Linear Matrix Algebra: for Advanced High School StudentsMany very motivated and eager high school students will finish Calculus AB (Calculus I) and Calculus BC (Calculus II) during their junior or senior year of high school.
If you finish these AP Calculus courses during your senior year, then one option to get ahead with your academic plan is to complete the next few courses: Linear Algebra, Calculus 3 (Calculus III) - Multivariable Calculus, Differential Equations, and/or Calculus-Based Statistics (Probability Theory) - during the summer before you start your new undergraduate university. Earning real collegiate academic credits for Linear Algebra and then transferring those credits to your new undergraduate college/university is an excellent way to start your new school with some advanced mathematics credits under your belt.
Some very eager students may finish Calculus I (AB) and Calculus II (BC) during their junior year of high school. For these students, enrolling in Math 315 - Linear Algebra, and perhaps Multivariable Calculus (Math 351) and Differential Equations (Math 31), via Distance Calculus @ Roger Williams University is an excellent way to FINISH your lower division mathematics courses even before you step foot onto your new college/university campus the following Fall semester!
Here is a video about our Math 315 - Linear Algebra course via Distance Calculus @ Roger Williams University:
Math 315 - Linear Algebra Course
Multivariable Calculus & High School
After AP Calculus for High School Students
Distance Calculus - Student Reviews
Date Posted: Jan 8, 2021
Review by: Cristian Mojica
Student Email: email@example.com
Courses Completed: Probability Theory
Review: A fantastic course! I was able to complete it in about half a year (with a few gaps) alongside other coursework I was completing. There are no deadlines except the one-year mark after registering, so you work at your own rate and schedule. Probability Theory is required for me to apply to Master's programs in Statistics, so I was glad when I found Distance Calculus. While the course was slightly less difficult than I originally expected, there were parts that definitely slowed me down and made me think. (Also, although calculus is not everywhere in the course, it is everywhere in normal and exponential variables and beyond, so make sure to review derivatives and integrals (single and double)!) I used Mathematica for my software, and it helped speed along calculations and proved to be the perfect stage and tool for this material. I think visual learners will absolutely revel in how the material is presented in this course. (I know I did!) As there is plenty of writing and calculation to do, you have many opportunities to develop and strengthen your voice as a mathematician. The modern format of 80% electronic notebook work and 20% handwritten work is an excellent mixture for studying probability theory and grasping its core ideas. Dr. Curtis is clear in his answers to any questions and concerns you may have and is highly responsive to email and chat, and to responses you leave in your notebooks. He truly wants to help you and to see you succeed, and he is always on your side. I highly recommend Probability Theory with Distance Calculus!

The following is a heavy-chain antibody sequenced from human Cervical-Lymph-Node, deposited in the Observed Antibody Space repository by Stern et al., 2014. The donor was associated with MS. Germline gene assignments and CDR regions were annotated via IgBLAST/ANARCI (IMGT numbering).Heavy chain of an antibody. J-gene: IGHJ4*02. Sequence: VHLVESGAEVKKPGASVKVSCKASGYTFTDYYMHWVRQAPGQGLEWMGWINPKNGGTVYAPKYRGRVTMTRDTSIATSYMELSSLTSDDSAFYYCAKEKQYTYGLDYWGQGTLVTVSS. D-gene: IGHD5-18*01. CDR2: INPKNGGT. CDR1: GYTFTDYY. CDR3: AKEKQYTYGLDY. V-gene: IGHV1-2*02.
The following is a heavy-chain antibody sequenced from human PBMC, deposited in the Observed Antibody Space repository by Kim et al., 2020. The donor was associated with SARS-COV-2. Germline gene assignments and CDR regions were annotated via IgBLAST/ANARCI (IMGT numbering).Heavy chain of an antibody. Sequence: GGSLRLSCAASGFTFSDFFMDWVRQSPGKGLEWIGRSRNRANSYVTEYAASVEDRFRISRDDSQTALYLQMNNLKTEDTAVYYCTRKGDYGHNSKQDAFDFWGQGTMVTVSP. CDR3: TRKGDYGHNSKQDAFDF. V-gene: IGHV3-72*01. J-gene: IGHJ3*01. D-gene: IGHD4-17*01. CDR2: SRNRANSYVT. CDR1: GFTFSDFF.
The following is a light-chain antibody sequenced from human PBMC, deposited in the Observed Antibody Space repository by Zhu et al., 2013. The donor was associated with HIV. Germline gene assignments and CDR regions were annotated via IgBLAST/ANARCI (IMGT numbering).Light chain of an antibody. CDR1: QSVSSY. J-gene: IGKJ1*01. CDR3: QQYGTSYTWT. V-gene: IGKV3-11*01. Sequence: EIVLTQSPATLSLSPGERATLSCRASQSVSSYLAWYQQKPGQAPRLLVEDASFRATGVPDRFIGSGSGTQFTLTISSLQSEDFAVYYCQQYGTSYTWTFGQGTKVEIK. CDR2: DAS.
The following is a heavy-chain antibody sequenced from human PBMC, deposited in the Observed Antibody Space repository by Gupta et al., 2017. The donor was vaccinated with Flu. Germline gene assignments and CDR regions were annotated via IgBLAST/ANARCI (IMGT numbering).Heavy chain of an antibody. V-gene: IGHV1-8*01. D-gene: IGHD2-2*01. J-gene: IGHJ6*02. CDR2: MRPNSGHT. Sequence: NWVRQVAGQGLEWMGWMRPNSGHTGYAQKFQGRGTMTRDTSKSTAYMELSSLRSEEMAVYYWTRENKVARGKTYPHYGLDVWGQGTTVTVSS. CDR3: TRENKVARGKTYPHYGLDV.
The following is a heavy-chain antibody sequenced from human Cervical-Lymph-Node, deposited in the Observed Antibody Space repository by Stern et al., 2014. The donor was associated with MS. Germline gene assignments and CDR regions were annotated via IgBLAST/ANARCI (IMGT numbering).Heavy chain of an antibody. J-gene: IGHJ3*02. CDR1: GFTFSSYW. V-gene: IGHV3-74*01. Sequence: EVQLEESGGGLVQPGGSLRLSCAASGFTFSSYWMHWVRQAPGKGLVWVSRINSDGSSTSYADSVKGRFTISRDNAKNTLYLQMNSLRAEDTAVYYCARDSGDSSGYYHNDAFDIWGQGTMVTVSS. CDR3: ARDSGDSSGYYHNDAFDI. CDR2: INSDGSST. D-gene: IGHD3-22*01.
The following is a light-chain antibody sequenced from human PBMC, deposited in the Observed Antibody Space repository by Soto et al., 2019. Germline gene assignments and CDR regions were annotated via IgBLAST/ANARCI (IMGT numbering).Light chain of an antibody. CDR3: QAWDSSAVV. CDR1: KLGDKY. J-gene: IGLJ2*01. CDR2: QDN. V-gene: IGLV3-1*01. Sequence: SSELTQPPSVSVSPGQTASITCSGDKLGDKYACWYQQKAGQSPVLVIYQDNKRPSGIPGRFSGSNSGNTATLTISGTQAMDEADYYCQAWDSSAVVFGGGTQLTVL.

Date Posted: Jan 12, 2020
Review by: Anonymous
Courses Completed: Calculus I
Review: This course is amazing! I took it as a requirement for admission to an MBA program, and couldn't have been happier with the quality and rigor of the course. I previously took calculus two times (at a public high school and then a large public university commonly cited as a "public ivy"), this course was by far the best and *finally* made the concepts click. Previously I had no idea what was going on because terrible PhD students were teaching the course and saying stuff like "a derivative is the slope of a tangent line" - ??? but what does that mean ???, but the instructors in the Shorter University course explain everything in ways where it FINALLY made sense (e.g., "imagine a roller coaster hitting the top of a hill, there's a moment where it shifts momentum and you're not accelerating or decelerating, that's what a 0 rate of change is - that's when the derivative would be zero"). They explain everything in multiple ways and relate it to other concepts. It all made perfect sense when I finally had a good instructor. Really recommend this class
Transferred Credits to: The Wharton School, UPenn
Date Posted: Feb 28, 2020
Review by: Karen N.
Courses Completed: Calculus I, Calculus II
Review: Awesome classes! I was really weak with Calculus, so I retook Calc 1 and kept going into Calc 2. I feel like I finally understood Calculus. The finals were pretty thorough, but not nearly as stressful as the blue book exams. I highly recommend these courses!
Transferred Credits to: Various